Layered on the scientific and ethical issues associated with human genome editing is the question of how to govern its application so as to facilitate its appropriate use and avoid its misuse. Determining the limits of the technologies’ uses and the regulatory mechanisms needed to enforce these limits will vary according to each nation’s cultural, political, and legal context. But whether and how best to move human genome editing forward has implications for transnational scientific cooperation that require ongoing public discussion and input into policy making. There is ample precedent for scientists and other stakeholders to engage in just such activities, and this report is intended to build on points raised by a number of international conventions and declarations, such as the Oviedo Convention (1997), the International Declaration on Human Genetic Data (2003), and the Universal Declaration on Bioethics and Human Rights (2005) (Andorno, 2005a,b; UNESCO, 2004a, 2005).
To address its complex task (see Box 1-1), the committee included members with expertise in basic and clinical research, in the development of human genetic therapies, and in U.S. and international legal and regulatory frameworks. It included biologists, bioethicists, and social scientists, and incorporated perspectives from potentially affected patient and stakeholder communities. Because the ethical and social issues posed by human genome editing transcend national boundaries, the committee included not only
U.S. members but also those who are citizens of or are currently working in Canada, China, Egypt, France, Germany, Israel, Italy, Spain, and the United Kingdom. Brief biographies of the committee members are found in Appendix D.
This study was informed not only by the International Summit described earlier, which immediately preceded the committee’s first meeting, but also by review of the salient literature, additional meetings, and speakers who generously shared their knowledge with the committee. Further information on the process by which the committee conducted this study is provided in Appendix C.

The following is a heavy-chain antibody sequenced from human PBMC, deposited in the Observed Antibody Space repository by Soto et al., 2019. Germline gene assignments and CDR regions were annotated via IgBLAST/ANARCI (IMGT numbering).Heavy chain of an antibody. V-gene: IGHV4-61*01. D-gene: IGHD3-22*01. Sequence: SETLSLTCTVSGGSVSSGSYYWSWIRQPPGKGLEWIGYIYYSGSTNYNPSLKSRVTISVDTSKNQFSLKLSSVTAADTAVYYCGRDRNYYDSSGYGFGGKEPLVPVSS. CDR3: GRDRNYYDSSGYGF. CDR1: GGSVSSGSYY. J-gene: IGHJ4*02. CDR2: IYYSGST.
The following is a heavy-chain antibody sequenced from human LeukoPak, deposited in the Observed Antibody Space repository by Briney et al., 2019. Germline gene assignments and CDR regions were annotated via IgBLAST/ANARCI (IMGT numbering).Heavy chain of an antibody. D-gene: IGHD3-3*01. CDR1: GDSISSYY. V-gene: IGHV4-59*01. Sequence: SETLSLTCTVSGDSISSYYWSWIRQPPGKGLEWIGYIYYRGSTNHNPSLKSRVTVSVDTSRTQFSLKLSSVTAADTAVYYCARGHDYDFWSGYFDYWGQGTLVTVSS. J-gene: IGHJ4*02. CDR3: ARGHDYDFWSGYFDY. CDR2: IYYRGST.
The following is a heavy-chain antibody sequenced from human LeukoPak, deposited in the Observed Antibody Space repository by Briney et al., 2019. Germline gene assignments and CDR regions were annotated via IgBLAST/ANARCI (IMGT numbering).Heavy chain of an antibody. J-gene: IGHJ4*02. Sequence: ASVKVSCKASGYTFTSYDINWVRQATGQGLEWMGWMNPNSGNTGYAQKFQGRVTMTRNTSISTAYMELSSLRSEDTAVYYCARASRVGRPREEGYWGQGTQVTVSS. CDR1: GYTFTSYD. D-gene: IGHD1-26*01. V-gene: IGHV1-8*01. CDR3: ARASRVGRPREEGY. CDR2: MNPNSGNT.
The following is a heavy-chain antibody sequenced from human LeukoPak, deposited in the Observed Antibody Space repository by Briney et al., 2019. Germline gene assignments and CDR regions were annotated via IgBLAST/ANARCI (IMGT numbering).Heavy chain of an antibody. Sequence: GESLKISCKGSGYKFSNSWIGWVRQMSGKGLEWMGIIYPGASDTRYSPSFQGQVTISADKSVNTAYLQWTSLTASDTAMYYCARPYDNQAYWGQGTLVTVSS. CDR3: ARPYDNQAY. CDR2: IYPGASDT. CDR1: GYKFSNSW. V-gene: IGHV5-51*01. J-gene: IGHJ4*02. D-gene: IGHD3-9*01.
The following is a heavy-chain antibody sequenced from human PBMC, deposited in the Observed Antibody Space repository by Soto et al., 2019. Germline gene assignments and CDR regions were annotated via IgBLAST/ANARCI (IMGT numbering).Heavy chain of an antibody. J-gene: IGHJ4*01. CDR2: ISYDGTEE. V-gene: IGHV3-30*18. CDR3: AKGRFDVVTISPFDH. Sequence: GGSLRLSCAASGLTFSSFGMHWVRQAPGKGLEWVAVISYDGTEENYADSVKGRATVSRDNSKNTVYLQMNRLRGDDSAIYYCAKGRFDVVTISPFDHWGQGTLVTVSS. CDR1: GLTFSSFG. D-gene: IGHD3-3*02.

In evaluating the implications of new genome-editing tools, the committee also reviewed scientific progress, ethical debates, and regulatory structures related to the use in humans of medical developments such as assisted reproductive technologies, stem cell therapies, gene transfer, and mitochondrial replacement techniques. These developments interface with those of genome editing because editing of stem cells has potential clinical applications for treating or preventing disease, and reproductive technologies would have to be used in combination with genome editing for any heritable application of the latter technologies. As these other technologies have advanced, legal and regulatory frameworks and ethical norms of conduct have been developed to provide guidance on their appropriate human uses and oversight (Health Canada, 2016; HFEA, 2014; IOM, 2005; NASEM, 2016e; NRC and IOM, 2007, 2008; Nuffield Council, 2016a; Präg and Mills, 2015; Qiao and Feng, 2014). The reports cited here helped provide a basis for the committee’s assessment of the use of genome-editing tools in humans and are referenced in subsequent chapters where relevant.
The report begins by reviewing international norms that are embodied in the set of overarching principles adopted by the committee for governance of human genome editing (Chapter 2). The chapter continues with an overview of the U.S. regulation of research and clinical application of genome editing, drawing comparisons where appropriate to other national systems of oversight.
With this grounding in principles and regulation, Chapters 3-6 delve into human genome-editing technology and the scientific issues, regulatory context, and ethical implications of four specific applications. Laboratory research conducted in somatic cells and nonheritable laboratory research in human germ cells, gametes, or early-stage embryos is covered in Chapter 3. Chapter 4 examines the uses of genome editing for somatic interventions focused on therapy, including fetal therapy. Chapter 5 addresses the use
of genome-editing technology in germline cells for potential research and clinical therapeutic applications in human patients. Chapter 6 considers the potential use of human genome editing to enhance human functions rather than to treat or prevent disease or disability.
The subsequent chapter (Chapter 7) turns from analysis of these categories of application to the role of public input in determining how genome-editing technology should be governed in the future, both in the United States and in other countries. The chapter considers public engagement for different categories of genome-editing applications and explores strengths and limitations of potential models for undertaking such public engagement.
Finally, Chapter 8 returns to the set of overarching principles and the responsibilities that flow from them in the context of human genome editing. The chapter pulls together the report’s conclusions and recommendations in light of these fundamental concepts.